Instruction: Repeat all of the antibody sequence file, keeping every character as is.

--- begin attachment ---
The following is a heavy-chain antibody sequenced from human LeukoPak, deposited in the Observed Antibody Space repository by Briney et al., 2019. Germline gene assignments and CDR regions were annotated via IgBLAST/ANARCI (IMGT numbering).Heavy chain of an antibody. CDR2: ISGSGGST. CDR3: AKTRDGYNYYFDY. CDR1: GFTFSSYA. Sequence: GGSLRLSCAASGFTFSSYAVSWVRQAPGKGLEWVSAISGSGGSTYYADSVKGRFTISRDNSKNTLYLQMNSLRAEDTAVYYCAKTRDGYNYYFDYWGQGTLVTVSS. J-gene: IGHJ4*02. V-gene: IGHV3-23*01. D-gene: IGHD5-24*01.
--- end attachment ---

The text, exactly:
The following is a heavy-chain antibody sequenced from human LeukoPak, deposited in the Observed Antibody Space repository by Briney et al., 2019. Germline gene assignments and CDR regions were annotated via IgBLAST/ANARCI (IMGT numbering).Heavy chain of an antibody. CDR2: ISGSGGST. CDR3: AKTRDGYNYYFDY. CDR1: GFTFSSYA. Sequence: GGSLRLSCAASGFTFSSYAVSWVRQAPGKGLEWVSAISGSGGSTYYADSVKGRFTISRDNSKNTLYLQMNSLRAEDTAVYYCAKTRDGYNYYFDYWGQGTLVTVSS. J-gene: IGHJ4*02. V-gene: IGHV3-23*01. D-gene: IGHD5-24*01.